Reading for 2/19/08

February 18th, 2008

While all of the possibilities this reading discussed for using computers creatively were very interesting (if almost all perhaps already in practice to a greater extent than Kay and Goldberg imagined), the sentence that really stuck in my mind was: “One of the goals of the Dynabook’s design is not to be worse than paper in any important way.” (p. 395)

At first, I kind of though, Well, duh. Obviously you want your computer to be an improvement on paper. But then I realized that even if it’s better than paper in many ways, there must be places in which a good old-fashioned notebook/sketchbook/roll of butcher paper might still have the distinct advantage. They’re more portable, perhaps. Easier to doodle in the margins of. Less costly. Easier to dispose of. Able to be folded into airplanes. But is there anything that we can really do with paper that we can’t to some extent also do on computers by now? Anything we can really produce?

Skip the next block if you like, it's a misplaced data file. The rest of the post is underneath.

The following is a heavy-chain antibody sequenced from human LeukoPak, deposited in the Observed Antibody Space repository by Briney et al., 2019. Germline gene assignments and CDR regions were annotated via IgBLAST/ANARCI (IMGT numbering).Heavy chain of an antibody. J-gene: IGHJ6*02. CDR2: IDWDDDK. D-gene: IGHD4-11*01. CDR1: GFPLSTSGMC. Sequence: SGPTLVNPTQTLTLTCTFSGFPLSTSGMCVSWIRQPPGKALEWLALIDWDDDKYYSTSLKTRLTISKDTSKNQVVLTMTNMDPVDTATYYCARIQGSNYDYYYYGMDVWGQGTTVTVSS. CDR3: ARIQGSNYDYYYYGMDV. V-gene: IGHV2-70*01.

Art comes to mind immediately, perhaps because I spent this afternoon grappling with acrylic paints for an assignment in an art course I’m in. While it’s true that you can’t have tubes of paint and paintbrushes on a computer, there are still all sorts of forms of digital art. But are those digital forms lacking in something that traditional media can supply? Or is traditional media more limited?


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